Monday, April 15, 2013 GSoC ideas

This year's Google Summer of Code is upon us. Every year I try to come up with a list of projects that I'd like see done. Here's this year's list, in no particular order:

Better formatting support for Haddock

While adequate for basic API docs, Haddock leaves something to be desired when you want to write more than a paragraph or two.

For example, you can't use bold text for empahsis or have links with anchor text. Support for images or inline HTML (e.g. for creating tables) is similarly missing. All headings need to be defined in the export list which is both inconvenient and mixes up API organization with the use of headings to structure longer segments of text.

This project would try to improve the state of Haskell documentation by improving the Haddock markup language by either

  • adding features from Markdown to the Haddock markup language, or
  • adding a new markup language that is a superset of Markdown to Haddock.

Why Markdown? Markdown is what most of the programming-related part of the web (e.g. GitHub, StackOverflow) has standardized on as a human-friendly markup language. The reason Markdown works so well is that it codifies the current practice, already used and improved over time in e.g. mailing list discussions, instead of inventing a brand new language.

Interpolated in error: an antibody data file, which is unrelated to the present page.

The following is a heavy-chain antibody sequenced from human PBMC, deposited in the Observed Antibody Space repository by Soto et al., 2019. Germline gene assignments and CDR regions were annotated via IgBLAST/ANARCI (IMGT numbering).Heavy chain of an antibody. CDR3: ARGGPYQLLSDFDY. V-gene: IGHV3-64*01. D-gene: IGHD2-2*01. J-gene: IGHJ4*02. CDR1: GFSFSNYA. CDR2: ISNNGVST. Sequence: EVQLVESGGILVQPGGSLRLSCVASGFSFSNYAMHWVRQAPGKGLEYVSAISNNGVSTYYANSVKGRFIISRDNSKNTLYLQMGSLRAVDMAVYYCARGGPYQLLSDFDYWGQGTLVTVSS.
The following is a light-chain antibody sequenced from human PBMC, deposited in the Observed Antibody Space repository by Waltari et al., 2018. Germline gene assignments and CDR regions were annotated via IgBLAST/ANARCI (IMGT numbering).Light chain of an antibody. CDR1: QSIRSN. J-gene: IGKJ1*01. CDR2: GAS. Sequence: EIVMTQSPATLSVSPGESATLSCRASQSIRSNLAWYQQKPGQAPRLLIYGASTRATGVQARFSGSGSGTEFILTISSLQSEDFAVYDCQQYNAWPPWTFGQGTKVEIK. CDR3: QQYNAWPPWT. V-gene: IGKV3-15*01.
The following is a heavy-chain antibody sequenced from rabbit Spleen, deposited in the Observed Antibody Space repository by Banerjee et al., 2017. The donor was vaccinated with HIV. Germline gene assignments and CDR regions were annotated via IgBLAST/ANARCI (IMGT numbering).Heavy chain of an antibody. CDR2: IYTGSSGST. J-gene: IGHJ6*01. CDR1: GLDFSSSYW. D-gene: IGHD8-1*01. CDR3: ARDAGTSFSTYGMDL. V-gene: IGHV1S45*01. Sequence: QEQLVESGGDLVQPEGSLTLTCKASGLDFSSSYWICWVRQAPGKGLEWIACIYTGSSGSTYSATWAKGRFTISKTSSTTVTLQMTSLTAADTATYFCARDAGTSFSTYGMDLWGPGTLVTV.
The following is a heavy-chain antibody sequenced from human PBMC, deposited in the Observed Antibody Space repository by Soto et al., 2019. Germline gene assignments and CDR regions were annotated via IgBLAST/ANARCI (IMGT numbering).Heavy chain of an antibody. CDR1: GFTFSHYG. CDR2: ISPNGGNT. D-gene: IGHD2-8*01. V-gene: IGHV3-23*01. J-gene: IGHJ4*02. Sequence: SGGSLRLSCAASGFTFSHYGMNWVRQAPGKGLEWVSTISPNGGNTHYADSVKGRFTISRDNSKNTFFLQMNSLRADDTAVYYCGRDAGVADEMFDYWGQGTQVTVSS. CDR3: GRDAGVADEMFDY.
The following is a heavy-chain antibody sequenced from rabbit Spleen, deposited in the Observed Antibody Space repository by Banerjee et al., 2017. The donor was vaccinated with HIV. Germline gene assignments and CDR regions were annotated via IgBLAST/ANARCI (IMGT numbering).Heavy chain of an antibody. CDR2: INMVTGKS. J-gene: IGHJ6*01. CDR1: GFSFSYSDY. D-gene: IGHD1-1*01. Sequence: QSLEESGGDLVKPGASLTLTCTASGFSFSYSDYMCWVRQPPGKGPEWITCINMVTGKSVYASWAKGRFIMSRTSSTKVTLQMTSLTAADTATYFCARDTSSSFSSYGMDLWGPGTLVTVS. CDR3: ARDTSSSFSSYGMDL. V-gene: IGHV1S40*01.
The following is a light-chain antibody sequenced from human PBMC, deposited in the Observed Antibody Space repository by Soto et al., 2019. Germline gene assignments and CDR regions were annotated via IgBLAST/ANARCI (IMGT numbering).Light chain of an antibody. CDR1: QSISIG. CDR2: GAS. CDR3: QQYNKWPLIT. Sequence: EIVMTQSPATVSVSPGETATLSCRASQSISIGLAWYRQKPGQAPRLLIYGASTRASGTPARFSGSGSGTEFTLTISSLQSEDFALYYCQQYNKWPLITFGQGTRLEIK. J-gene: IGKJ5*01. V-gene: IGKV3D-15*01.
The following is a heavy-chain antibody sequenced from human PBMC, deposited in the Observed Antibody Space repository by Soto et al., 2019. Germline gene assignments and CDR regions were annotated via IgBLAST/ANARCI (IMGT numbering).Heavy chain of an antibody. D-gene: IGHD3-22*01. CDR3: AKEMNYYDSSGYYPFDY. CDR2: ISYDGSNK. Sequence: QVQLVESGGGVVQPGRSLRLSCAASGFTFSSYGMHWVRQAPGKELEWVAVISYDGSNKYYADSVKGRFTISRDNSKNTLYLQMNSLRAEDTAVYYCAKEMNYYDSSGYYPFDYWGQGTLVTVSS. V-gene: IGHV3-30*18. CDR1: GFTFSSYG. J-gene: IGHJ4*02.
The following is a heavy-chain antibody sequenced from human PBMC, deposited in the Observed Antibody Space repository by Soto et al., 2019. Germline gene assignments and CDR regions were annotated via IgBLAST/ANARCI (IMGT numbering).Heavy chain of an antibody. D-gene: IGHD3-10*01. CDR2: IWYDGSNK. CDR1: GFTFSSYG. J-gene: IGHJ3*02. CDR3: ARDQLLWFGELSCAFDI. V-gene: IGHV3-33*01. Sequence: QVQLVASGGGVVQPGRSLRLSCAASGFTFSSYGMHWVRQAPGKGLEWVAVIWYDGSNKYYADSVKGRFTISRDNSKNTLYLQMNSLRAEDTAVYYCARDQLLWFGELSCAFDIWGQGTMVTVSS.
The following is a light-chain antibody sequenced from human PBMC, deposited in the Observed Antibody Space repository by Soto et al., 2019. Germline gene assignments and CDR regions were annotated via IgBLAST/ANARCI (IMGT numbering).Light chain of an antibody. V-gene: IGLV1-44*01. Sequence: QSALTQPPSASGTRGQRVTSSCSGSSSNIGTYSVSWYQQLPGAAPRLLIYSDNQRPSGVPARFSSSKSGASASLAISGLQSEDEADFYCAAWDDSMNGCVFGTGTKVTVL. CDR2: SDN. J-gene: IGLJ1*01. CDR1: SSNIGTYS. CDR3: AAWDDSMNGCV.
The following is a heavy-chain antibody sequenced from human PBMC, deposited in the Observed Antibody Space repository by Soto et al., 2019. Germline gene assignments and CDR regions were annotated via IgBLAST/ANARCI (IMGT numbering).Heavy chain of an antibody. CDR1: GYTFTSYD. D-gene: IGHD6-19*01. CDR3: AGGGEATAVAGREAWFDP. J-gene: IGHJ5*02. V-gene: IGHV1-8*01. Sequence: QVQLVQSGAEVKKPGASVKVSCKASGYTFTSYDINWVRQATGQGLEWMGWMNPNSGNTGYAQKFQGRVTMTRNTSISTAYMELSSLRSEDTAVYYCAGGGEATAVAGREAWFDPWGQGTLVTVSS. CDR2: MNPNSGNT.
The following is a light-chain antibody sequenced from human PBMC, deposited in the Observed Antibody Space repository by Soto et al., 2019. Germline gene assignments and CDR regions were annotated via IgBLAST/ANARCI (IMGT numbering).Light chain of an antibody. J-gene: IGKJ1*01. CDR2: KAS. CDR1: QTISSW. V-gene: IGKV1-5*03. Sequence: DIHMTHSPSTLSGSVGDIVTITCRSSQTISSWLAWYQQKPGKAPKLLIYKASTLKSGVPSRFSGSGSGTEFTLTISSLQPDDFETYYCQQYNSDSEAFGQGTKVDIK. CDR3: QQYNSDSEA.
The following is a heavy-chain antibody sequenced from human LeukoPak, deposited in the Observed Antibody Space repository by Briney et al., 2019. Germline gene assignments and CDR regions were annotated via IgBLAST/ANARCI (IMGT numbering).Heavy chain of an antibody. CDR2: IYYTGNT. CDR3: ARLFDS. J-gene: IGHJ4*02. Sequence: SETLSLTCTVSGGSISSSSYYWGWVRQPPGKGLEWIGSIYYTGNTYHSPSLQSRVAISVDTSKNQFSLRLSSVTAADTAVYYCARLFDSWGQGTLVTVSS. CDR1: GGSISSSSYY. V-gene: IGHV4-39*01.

Option 1: Add Markdown as an alternative markup language

This option would let users opt-in to use (a super set of) Markdown instead of the current Haddock markup by putting a

{-# HADDOCK Markdown #-}

pragma on top of the source file. The language would be a superset as we'd still want to support single-quoted strings to hyperlink identifiers, etc.

This option might run into difficulties with the C preprocessor, which also uses # for its markup. Part of the project would involve thinking about that problem and more generally the implications of using Markdown in Haddock.

Option 2: Add features from Markdown to Haddock

This option is slightly less ambitious in that we'd be adding a few select features from Markdown to Haddock, for example support for bold text and anchor texts. Since we're not trying to support all of Markdown the issue with the C preprocessor could be solved by not supporting #-style headings while still supporting *bold* for bold text.

More parallelism in Cabal builds

Builds could always be faster. There are a few more things that Cabal could build in parallel:

  • Each component (e.g. tests) could be built in parallel, while taking dependencies into account (i.e. from executables to the library).